Ever eaten food off the floor? You’re not alone, according to new research commissioned by Uber Eats.

The study, conducted by Empirica Research, looks into how the everyday Australian eats, their behaviours and attitudes towards food, cooking and (you guessed it) ordering via food delivery apps.  So how are Aussies eating in 2019?

Food delivery apps reigns supreme, and it’s not all pizza

It should come as no surprise that food delivery apps have become more mainstream, with six out of 10 Australians considering it a “normal thing to do these days” and more than half of respondents using food delivery apps more than they were five years ago.

And it’s not all pizza and Chinese — more than half of (58%) Australians agree that there are more healthy options available via food delivery apps, and among those who ever get food delivered, almost 1 in 5 (19%) say they tend to eat healthier when they order via food delivery apps compared to when they cook. Health credentials was also cited as an important factor for Australians when it comes to choosing what food they were going to eat.  

Cooking at home is on the decline

The report revealed that 43 per cent of Aussies don’t enjoy cooking at home. In addition to this, only half of those surveyed said they cook at home on a daily basis.

When it comes to food and cooking, convenience is king, with two-thirds of Aussies opting for food that is quick and easy to get their hands on (this number is even higher among young Australians). Cost is also a huge factor, with more than half of those surveyed admitting to opting for a cheaper alternative when possible.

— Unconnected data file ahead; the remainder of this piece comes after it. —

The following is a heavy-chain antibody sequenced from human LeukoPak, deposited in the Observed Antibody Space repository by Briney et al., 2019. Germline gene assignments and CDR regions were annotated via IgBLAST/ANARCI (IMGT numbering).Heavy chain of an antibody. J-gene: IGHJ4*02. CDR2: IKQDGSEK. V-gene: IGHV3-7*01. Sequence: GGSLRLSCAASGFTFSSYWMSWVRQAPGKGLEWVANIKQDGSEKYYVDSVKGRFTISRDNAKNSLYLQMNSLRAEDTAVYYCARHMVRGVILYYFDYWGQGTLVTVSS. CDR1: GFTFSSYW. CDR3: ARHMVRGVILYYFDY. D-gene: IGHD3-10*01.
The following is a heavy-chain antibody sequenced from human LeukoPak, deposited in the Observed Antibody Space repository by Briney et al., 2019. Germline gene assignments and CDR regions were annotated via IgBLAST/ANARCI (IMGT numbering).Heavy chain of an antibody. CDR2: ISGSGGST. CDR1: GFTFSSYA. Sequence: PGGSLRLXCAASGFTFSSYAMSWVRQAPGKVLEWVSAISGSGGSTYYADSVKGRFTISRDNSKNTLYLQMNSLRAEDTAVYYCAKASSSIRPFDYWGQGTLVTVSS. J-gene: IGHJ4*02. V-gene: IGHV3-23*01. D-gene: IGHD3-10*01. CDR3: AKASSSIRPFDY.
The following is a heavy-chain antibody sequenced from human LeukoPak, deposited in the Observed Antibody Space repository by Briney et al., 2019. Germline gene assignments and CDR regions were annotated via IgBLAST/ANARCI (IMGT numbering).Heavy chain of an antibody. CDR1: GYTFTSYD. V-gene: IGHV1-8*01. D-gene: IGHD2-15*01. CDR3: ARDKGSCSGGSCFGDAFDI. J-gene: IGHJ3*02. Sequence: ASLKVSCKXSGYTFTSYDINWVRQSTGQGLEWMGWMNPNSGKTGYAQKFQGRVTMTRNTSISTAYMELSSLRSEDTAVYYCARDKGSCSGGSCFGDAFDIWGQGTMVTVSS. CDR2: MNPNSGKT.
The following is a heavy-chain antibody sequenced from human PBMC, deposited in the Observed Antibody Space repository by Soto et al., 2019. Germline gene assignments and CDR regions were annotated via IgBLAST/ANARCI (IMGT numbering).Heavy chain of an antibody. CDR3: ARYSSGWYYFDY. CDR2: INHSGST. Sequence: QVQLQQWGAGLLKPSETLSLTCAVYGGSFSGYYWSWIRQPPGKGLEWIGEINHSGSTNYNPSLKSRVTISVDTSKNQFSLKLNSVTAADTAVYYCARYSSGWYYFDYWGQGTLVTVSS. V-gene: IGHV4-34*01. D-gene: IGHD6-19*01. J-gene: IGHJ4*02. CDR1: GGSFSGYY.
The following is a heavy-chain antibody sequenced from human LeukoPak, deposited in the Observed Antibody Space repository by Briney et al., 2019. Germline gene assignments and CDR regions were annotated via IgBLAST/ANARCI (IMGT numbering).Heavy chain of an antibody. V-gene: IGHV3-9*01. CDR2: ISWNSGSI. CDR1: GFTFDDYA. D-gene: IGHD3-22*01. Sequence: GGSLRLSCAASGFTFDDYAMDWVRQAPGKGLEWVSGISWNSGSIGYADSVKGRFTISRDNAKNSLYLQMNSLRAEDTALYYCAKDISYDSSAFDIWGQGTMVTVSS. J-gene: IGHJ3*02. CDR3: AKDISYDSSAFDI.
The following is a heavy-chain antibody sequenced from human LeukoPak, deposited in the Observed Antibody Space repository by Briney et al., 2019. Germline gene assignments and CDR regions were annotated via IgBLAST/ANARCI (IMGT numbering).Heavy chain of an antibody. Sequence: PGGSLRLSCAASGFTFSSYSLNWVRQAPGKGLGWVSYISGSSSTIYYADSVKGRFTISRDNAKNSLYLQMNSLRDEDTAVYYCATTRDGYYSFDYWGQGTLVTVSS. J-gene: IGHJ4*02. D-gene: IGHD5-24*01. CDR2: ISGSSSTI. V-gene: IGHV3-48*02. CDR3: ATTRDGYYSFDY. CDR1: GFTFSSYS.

We’re eating breakfast less, snacking more, and eating dinner in front of the telly

Sorry mum, it looks like breakfast might not be the most important meal of the day anymore, with almost a quarter of Australians choosing to skip it on a typical weekday. Working Aussies also seem to be chained to their desks, with one in four saying that they never take a lunch break away from their desk during the week. Skip forward to later in the day and more than three-quarters of Aussies have an afternoon snack at least once a week.  

With breakfast taking a back seat, dinner has become the biggest (and most looked forward to) meal of the day for a majority of Australians. That said, one third of respondents admitted that dinner is their most dreaded meal to cook.

We also may be at risk of becoming a nation of TV diners, with one in four Aussies eating dinner in front of the TV everyday.

“Since Uber Eats arrived in Australia three years ago, attitudes towards food, cooking and food delivery apps have evolved significantly. A growing number of Aussies are looking to food delivery apps for a variety of food choices that fits in with their lifestyle” said Jodie Auster, Uber Eats Regional General Manager for Australia and New Zealand.

“The idea of online food delivery has become more mainstream with more than half of those surveyed noting that they are ordering via food delivery apps more than they were five years ago, offering customers a more easy and convenient way to access the food that they want on-the-go.”

“We are also moving away from the stigma that food delivery is ‘unhealthy’, and with more than 20,000 restaurant partners on Uber Eats, there are more healthy food options available than ever before. This is supported by the fact that almost one in five Australians said that they tend to eat healthier when they order in compared to when they cook. We want to continue to encourage those wanting to make healthy decisions when ordering food through the app.”

“As we become increasingly time poor, convenience is shaping up to be a big deciding factor when it comes to meal time in Australian homes. An increasing number of us are opting for healthy food alternatives that are affordable and easy to get our hands on.”

Uber Eats is available in 18 cities across Australia. There are now more than 20,000 restaurant partners on the Uber Eats app across the country, offering a wide range of different foods for Aussie consumers to try.